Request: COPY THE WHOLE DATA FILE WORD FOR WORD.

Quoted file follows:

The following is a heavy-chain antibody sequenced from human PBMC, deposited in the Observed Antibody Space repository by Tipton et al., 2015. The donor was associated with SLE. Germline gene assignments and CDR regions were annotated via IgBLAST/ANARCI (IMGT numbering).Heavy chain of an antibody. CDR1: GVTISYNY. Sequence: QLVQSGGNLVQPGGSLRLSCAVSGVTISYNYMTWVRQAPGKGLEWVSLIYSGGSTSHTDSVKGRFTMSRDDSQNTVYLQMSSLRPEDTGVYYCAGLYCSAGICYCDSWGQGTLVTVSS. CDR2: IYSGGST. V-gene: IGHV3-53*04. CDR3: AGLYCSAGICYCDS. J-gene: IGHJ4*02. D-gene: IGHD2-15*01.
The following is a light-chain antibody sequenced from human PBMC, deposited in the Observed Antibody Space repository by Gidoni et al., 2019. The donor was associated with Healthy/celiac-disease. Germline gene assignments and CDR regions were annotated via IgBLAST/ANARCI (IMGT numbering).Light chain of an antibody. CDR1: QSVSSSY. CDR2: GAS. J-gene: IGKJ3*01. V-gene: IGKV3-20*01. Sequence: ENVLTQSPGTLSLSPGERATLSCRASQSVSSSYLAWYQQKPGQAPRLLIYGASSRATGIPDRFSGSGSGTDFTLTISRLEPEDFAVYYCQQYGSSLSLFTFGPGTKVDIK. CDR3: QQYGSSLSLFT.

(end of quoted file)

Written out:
The following is a heavy-chain antibody sequenced from human PBMC, deposited in the Observed Antibody Space repository by Tipton et al., 2015. The donor was associated with SLE. Germline gene assignments and CDR regions were annotated via IgBLAST/ANARCI (IMGT numbering).Heavy chain of an antibody. CDR1: GVTISYNY. Sequence: QLVQSGGNLVQPGGSLRLSCAVSGVTISYNYMTWVRQAPGKGLEWVSLIYSGGSTSHTDSVKGRFTMSRDDSQNTVYLQMSSLRPEDTGVYYCAGLYCSAGICYCDSWGQGTLVTVSS. CDR2: IYSGGST. V-gene: IGHV3-53*04. CDR3: AGLYCSAGICYCDS. J-gene: IGHJ4*02. D-gene: IGHD2-15*01.
The following is a light-chain antibody sequenced from human PBMC, deposited in the Observed Antibody Space repository by Gidoni et al., 2019. The donor was associated with Healthy/celiac-disease. Germline gene assignments and CDR regions were annotated via IgBLAST/ANARCI (IMGT numbering).Light chain of an antibody. CDR1: QSVSSSY. CDR2: GAS. J-gene: IGKJ3*01. V-gene: IGKV3-20*01. Sequence: ENVLTQSPGTLSLSPGERATLSCRASQSVSSSYLAWYQQKPGQAPRLLIYGASSRATGIPDRFSGSGSGTDFTLTISRLEPEDFAVYYCQQYGSSLSLFTFGPGTKVDIK. CDR3: QQYGSSLSLFT.